Dr. Jeremy Conkle will lead research on the presence of microplastics in local marine waters and the impact on Gulf of Mexico fisheries.
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“YOU are the Solution. REFUSE to be part of the problem.”
We’re extremely pleased to announce our special January Bag Heroes, the City of Port Aransas. As we imagine what 2015 might bring, their passage of a plastic bag ban shows that concrete action is within the grasp of each Coastal Bend community to help make our region a better place.
The ordinance encourages retailers to provide incentives through education, credits, rebates or tokens for customers who bring their own reusable bags. We like this approach and envision a variety of advertising opportunities on reusable bags.
Skip the Plastic’s team in Port Aransas will stay engaged in the process to help retailers, residents and visitors make the transition to reusable bags. Way to go Port A!!
In a bold move to help clean up their community, Port Aransas’ City Council voted 5-1 yesterday in favor of a plastic bag ban ordinance. A voluntary ban will begin on January 1, 2015, followed by a mandatory ban starting on January 1, 2016.
Port Aransas joins 10 other Texas cities, 2 states and over 20 countries that have decided to regulate plastic shopping bags because of the infrastructure, fiscal and environmental problems that they cause.
The Port Aransas ordinance aims to reduce the number of plastic checkout bags littering the beaches, streets and surrounding waters in the city. Bags used to hold bait, seafood and other raw foods are exempted in the ordinance.
Of all the residents who spoke at Council meetings leading up to vote, perhaps Tony Amos spoke with the most authority. As a prominent researcher at the UT Marine Science Institute and director of the Animal Rehabilitation Keep (ARK), he described the sad experience of finding injured or dead birds and marine animals that have eaten or been entangled in plastic bags.
One change the Council made in the draft ordinance before passage was the removal of a clause allowing compostable plastic bags to be given out in place of disposable ones. Their reasoning was the lack of evidence on whether such bags will degrade when in sand dunes or underwater.
We applaud the Port Aransas Council members and hope that leaders in other Coastal Bend cities will follow their example.
Our December Bag Hero is Kathy Jansen, the Director of Food Services/Chef at the Mustang Island Episcopal Conference Center on Highway 361. To buy all the ingredients used in preparing meals for up to 80 guests at the center, she has to make 3 to 5 trips a week to the grocery store.
Noting the number of disposable plastic bags she was accumulating, Kathy made the switch to reusable shopping bags six years ago. She now keeps ten reusable bags in her car at all times, so they’re there when she needs them.
The purpose of Mustang Island Episcopal Conference Center, a ministry of Christian hospitality, is to provide a sacred place that offers guests rest, reflection, and renewal surrounded by God’s coastal creation. Kathy says that using reusable bags, “Is one small way for me to be a good steward of the gift of God’s creation.”
Click to listen to the show or read the transcript:
Our November Bag Hero, Paulette Kluge, is the CEO of the Corpus Christi Convention & Visitors Bureau. She knows how important it is to keep our city looking beautiful for both visitors and our locals, and invites everyone to a challenge: “Imagine all the people you know … imagine all the plastic bags they use in a year and then imagine the gigantic pile of plastic we are stuffing into the ground of our beautiful city.”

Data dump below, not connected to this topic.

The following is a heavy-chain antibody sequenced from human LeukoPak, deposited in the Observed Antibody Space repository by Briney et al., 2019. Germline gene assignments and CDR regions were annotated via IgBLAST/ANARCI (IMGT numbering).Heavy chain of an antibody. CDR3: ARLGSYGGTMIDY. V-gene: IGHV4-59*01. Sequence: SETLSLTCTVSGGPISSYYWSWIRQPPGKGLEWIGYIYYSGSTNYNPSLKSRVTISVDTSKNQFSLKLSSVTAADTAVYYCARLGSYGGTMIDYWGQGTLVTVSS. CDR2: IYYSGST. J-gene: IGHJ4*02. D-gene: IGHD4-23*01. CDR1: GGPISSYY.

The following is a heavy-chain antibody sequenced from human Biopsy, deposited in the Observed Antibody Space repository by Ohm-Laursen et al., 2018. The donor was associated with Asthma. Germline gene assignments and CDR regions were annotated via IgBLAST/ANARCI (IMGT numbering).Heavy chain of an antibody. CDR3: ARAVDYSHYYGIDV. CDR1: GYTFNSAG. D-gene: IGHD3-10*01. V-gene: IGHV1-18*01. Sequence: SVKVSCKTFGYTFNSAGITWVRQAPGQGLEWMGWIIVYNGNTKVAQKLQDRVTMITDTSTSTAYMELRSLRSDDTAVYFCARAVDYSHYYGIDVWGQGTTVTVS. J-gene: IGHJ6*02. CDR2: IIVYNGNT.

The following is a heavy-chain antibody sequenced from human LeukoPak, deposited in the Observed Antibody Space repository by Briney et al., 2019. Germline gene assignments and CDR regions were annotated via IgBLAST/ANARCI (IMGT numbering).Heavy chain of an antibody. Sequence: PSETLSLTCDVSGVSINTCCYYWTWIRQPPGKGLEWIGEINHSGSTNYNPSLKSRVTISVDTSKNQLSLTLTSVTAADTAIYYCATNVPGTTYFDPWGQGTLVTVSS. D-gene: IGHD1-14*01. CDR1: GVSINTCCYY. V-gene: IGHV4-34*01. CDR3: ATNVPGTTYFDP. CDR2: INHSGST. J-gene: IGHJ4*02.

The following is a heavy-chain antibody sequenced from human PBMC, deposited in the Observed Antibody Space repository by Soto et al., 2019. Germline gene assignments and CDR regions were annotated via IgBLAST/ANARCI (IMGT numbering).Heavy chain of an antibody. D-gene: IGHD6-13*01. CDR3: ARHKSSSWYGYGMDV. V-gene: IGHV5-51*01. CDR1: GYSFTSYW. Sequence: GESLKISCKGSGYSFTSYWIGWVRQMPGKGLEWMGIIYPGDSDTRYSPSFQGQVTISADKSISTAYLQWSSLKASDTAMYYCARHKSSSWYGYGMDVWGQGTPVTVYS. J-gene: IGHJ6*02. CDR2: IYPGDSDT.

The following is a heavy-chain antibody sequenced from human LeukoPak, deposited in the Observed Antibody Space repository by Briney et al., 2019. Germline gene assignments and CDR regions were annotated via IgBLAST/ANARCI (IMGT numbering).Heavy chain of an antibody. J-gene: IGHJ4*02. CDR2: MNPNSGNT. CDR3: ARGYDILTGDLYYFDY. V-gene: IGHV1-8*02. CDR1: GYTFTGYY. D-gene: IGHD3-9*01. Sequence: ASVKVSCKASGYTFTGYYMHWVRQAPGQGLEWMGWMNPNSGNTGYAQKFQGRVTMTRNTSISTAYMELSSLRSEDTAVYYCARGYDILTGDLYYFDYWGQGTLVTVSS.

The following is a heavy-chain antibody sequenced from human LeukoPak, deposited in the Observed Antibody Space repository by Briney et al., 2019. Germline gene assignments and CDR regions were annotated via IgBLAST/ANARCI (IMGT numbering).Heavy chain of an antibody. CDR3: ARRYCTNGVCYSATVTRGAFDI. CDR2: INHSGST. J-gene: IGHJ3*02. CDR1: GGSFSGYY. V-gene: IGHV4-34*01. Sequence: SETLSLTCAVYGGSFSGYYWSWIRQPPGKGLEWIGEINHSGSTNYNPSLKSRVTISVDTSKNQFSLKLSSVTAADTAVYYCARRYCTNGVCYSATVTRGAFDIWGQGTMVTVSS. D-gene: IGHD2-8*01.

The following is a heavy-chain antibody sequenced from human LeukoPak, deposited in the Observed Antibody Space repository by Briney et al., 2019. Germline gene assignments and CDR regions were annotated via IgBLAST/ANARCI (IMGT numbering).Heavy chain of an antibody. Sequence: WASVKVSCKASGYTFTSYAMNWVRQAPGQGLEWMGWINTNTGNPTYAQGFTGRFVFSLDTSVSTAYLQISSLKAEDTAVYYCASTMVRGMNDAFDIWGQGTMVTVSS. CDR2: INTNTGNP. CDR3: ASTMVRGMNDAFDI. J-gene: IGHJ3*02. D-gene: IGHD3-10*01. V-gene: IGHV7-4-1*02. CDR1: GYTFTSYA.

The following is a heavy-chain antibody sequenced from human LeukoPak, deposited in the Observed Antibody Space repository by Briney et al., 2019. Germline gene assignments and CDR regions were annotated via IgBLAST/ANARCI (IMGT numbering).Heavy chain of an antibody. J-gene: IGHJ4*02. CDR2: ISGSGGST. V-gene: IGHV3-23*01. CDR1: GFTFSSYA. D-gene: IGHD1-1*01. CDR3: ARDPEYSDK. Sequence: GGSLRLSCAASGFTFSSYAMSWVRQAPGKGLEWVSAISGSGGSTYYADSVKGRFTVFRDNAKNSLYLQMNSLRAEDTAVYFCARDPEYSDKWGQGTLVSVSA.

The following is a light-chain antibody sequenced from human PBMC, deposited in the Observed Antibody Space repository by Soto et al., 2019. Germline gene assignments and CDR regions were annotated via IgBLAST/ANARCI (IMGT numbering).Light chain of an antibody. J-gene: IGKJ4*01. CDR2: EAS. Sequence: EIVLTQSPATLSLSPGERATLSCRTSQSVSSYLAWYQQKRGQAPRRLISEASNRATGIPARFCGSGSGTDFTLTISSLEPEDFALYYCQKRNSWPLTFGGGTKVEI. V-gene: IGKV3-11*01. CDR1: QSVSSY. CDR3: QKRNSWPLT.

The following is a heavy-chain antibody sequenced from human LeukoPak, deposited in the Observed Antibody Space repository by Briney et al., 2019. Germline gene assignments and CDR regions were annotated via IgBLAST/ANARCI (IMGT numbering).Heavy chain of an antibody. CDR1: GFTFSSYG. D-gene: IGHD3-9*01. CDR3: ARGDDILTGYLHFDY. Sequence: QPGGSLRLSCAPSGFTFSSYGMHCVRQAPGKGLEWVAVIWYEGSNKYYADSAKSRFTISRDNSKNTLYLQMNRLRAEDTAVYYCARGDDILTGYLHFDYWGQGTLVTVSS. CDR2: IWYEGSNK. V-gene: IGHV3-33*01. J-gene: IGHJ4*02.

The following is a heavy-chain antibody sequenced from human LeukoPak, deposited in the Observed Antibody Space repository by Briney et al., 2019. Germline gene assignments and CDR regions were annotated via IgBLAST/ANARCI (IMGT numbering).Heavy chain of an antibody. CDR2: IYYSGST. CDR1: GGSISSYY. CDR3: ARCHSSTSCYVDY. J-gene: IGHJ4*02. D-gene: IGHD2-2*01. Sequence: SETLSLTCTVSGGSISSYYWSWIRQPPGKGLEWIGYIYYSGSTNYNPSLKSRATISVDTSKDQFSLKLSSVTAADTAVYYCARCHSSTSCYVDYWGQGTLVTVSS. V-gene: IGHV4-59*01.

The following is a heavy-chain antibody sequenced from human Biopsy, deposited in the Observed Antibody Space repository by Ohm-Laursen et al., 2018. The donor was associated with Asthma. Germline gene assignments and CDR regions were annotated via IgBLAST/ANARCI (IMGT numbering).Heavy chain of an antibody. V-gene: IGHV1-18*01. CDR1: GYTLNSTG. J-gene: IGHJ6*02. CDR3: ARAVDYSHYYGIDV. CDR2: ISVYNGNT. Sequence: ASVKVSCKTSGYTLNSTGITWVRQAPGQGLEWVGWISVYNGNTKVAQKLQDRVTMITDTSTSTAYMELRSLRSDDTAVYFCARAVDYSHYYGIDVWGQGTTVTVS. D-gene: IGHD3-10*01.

Paulette loves collecting and using reusable shopping bags. “Last year for Christmas I used the reusable holiday themed H-E-B bags to “wrap” presents for my friends and family, eliminating boxes and paper that would be thrown away. I invited them all to start collecting and using their bags.”
She hopes we’ll all start collecting and using reusable bags and that we invite friends and family to play. It is time to make it a personal goal to reduce, reuse and recycle.
We would like to welcome the Island Moon Newspaper as our newest Skip the Plastic Partner! As a major source of news for residents of North Padre and Mustang Islands, the Moon keeps its readers updated on our efforts to phase out plastic shopping bags and encourage better programs to prevent littering.
The island beaches and wetlands are THE top tourism attraction in the Coastal Bend, offering great beachcombing, fishing, bird watching and water sports opportunities. We all need to work together to ensure that visitors’ memories are filled with clean beaches and water, and that residents can enjoy peaceful morning walks along the shore without having to step over trash.
Kudos to the Island Moon for helping to show the way!
Alicia, WWN webmaster & owner, says, “We live in a wildlife-centric area, so it’s imperative that we are all mindful of how our actions affect our natural environment. It may seem like a small thing to use a reusable bag, but if we all make small choices we will make one BIG difference!”
Barbara Gurtner, founder of WWN adds, “When I first began taking reusable bags into stores, I never knew how many to take. How much shopping am I going to do? A friend solved the dilemma by telling me how she does it. She keeps one large bag filled with all her other bags and carries them with her. When standing in the check-out line, if she sees the people next to her don’t have reusable bags, she gives them one or more from her collection. This way she eliminates single use plastic bags from landfills and roadsides not only for herself and new friends, but for countless times in the future. Thank you, Patty, for a great example of ‘Paying it Forward.’ I now do this every time I shop.”